The media spin preceding the release of the International Atomic Energy Agency’s report on Iran was more exciting than the report itself. Contrary to speculation, the report largely reinforced the reigning assessment of the Iranian nuclear program: Tehran is, and has been for decades, seeking nuclear latency—the capacity to make nuclear weapons–but the IAEA does not conclude that it currently has an active program to build nuclear weapons
The report added some detail to what was already known with a high degree of likelihood: that Tehran had engaged in weaponization activities but ended those efforts around 2003. According to the Arms Control Association, “The IAEA report and annex reinforce what the nonproliferation community has recognized for some time: that Iran engaged in various nuclear weapons development activities until 2003, then stopped many of them, but continued others.
The Obama administration has been careful not to overstate the report’s conclusions. A senior administration official told reporters yesterday that “[t]he IAEA does not assert that Iran has resumed a full-scale nuclear weapons program nor does it [say] how advanced the programs really are.”
But beyond detailing Iran’s foul play, at least pre-2003, the report shows that after two more years of both targeted and indiscriminate sanctions by the United States, the trajectory of the Iranian nuclear program has not changed. The prospects for a tenable solution remains elusive.
Where do we go from here?
The immediate impulse in Washington will be to opt for more sanctions. Behind closed doors, talks abound about more sabotage, computer viruses and even assassination.
Much can be said about the negative repercussions of indiscriminate sanctions, the questionable ethics of assassinations and the Pandora’s box that is opened by launching cyberwars. But if we focus specifically on the nuclear program, and assume for a moment that the West is behind the recent assassination of several Iranian nuclear scientists. Assume, as has been reliably reported, that Israel helped develop the Struxnet viruswhich crippled Iranian nuclear machinery the question that must be asked is whether these efforts change facts on the ground in Iran at a faster pace than the progression of the nuclear program itself.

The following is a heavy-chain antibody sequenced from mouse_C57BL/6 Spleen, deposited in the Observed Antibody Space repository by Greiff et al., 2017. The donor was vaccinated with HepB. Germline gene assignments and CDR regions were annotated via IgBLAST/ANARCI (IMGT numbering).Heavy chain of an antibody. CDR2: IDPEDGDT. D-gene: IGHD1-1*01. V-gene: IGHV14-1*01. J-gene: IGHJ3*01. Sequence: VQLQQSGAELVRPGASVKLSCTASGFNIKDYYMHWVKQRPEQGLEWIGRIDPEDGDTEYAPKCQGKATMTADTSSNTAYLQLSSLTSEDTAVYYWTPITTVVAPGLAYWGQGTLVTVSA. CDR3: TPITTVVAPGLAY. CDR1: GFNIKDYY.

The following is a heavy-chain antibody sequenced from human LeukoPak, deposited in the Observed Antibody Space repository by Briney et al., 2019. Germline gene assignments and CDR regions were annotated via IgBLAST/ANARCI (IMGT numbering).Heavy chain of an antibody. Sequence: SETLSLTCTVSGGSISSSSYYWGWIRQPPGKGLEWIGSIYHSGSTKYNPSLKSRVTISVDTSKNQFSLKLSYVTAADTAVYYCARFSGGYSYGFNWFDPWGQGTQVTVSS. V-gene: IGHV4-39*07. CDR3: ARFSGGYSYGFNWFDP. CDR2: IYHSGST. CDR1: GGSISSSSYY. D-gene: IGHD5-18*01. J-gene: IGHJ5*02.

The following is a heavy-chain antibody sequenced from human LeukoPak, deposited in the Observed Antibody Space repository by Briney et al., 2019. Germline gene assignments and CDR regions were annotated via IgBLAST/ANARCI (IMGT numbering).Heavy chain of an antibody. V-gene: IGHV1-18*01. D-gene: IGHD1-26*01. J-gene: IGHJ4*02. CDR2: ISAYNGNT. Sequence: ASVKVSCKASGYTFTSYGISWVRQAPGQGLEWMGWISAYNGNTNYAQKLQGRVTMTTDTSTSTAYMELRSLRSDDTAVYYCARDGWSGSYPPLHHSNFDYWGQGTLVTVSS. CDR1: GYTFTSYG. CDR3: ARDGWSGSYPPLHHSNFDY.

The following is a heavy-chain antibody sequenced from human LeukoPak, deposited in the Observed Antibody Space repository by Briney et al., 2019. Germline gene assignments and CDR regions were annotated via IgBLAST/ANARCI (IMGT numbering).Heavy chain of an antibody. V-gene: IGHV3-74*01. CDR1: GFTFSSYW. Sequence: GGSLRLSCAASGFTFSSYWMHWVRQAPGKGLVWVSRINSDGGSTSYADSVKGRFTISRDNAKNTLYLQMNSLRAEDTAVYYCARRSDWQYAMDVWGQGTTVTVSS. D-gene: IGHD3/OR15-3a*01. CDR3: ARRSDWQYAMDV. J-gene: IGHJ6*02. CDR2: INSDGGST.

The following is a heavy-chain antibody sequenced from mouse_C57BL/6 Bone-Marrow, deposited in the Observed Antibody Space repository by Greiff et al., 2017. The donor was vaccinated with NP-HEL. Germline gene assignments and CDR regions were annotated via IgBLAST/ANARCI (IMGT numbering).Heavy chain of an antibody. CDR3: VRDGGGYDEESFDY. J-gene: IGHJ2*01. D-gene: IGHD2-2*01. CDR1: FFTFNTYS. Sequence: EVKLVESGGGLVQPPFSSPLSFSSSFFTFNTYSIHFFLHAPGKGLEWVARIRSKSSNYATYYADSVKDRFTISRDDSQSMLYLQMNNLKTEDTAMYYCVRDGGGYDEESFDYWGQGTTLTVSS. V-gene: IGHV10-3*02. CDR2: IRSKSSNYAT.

Sanctions targeting the nuclear program have made procurement of material and parts for the nuclear program more difficult. The assassination of key nuclear scientists has been costly to Iran, as has the Struxnet virus.
Still, these combined efforts still seem to have changed facts on the ground at a less rapid rate than the continued growth of the Iranian program itself; whether it be the growing stockpile of low enriched uranium, the enrichment at 19.75%, or the expansion in Iranian knowledge about these processes and their various applications.
The fact that the Iranians have not retaliated against the assassinations of their scientists raises interesting questions. Is it because Tehran lacks the capability to retaliate? Or is it because the Iranians simply can absorb the pressures from the combined efforts of sanctions, assassinations and sabotage without losing significant momentum? If so, retaliating against the assassinations and risking an escalation may be less attractive to Tehran compared to continuing a status quo where Iran faces painful sanctions, but can still outpace the problems these punitive measures inflict on their program.
A different approach
So if not doubling down on sanctions, how should Washington react to the IAEA report? The report shows that the greatest danger lies in the lack of transparency. During periods of insufficient inspections, the Iranians were engaged in suspect activities.
Rather than sanctions, a solution centered on inspections and verification is more effective in ensuring that Iran won’t divert its program in a military direction. The specific tool in question is the Additional Protocol (AP) to the Non-Proliferation Treaty (NPT), which would significantly enhance the IAEA’s ability to inspect and verify the nature of the Iranian program.
For instance, it would enable the IAEA to install instruments inside Iran’s nuclear facilities that would detect any foul play within 24 hours (compared to the 30-90 days that it would take with the existing tools). It would also enable the IAEA to have a permanent presence in Iran and to conduct un-announced spot checks. Currently, the IAEA can only inspect declared sites and the inspectors have to secure visas before traveling to Iran, giving Tehran ample heads-up.
Washington should make Iran’s adherence to the AP a key objective and devise a plan to reach this objective. A sanctions-centric approach is unlikely to yield the desired results. Even if it did, its value would be questionable since the AP is most efficient when states adhere to it voluntarily and find collaboration with the IAEA beneficial. Forcing the AP onto a state would likely only change the current cat-and-mouse game to a different game of deception.
It is only through a strategy centered on sustained diplomacy — one where instantaneous results are not expected and where the negotiations are insulated from domestic actors in Washington and Tehran who have a stake in the continuation of the status quo — that Iran’s full and effective adherence to the can be achieved. And it is only through transparency on the part of Iran that nuclear diversion can be prevented – and the trust deficit between Iran and the West over this issue can begin to reverse.
This article first appeared in Salon.com.